As much as we would like to believe it since it is such a simple solution, birth control doesn’t “fix” endo. I can’t tell you how often I hear stories like these. A woman walks into her doctor’s office, tells them that she is experiencing pain, hormonal symptoms, irregular cycles, any number of things and walks out with a prescription for hormonal birth control.
In fact, that was me! I walked into a doctor’s office at age 20 with period pain and walked out with a shiny new prescription for birth control. I actually remained on that prescription for 7 full years until my husband and I decided we were ready to start a family. Kick the birth control and what happened? You guessed it, my symptoms came back…but with a vengeance!
What’s the deal with that?
Here’s the thing about birth control that many of us are never told. Hormonal birth control does NOT actually “regulate” your menstrual cycle. It stops it from happening altogether.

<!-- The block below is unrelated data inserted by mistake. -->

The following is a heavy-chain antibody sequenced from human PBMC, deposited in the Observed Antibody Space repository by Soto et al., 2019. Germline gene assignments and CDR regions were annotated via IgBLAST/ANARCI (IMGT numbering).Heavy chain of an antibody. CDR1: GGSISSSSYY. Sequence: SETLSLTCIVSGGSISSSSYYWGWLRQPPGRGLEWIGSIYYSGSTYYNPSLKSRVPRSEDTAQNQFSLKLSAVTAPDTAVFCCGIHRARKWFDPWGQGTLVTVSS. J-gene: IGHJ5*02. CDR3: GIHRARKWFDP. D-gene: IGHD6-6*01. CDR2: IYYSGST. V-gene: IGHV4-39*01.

What?? So why do I still bleed then, you ask? That is actually not a true period, but actually what is called a withdrawal bleed. Most hormonal birth control is taken for three weeks and then given a one week break. When the medication is removed, your body experiences that withdrawal bleed.
Basically the synthetic hormones in birth control mimic your natural hormones, so it blocks receptor sites that your natural hormones would otherwise use.
Why are symptoms often worse when you quit birth control?
Another little-known fact about birth control is that it causes a lot of nutrient deficiencies. In fact, it is one of the medications out there that has been shown to cause some of the most deficiencies. These include Vitamin E, Vitamin C, B vitamins, magnesium, selenium, and zinc.
Now if you have been on birth control for any extended period of time, which most of us have, it is likely that you are low in many of these nutrients. Why does this matter? Because many of these nutrients are incredibly important for your endo body.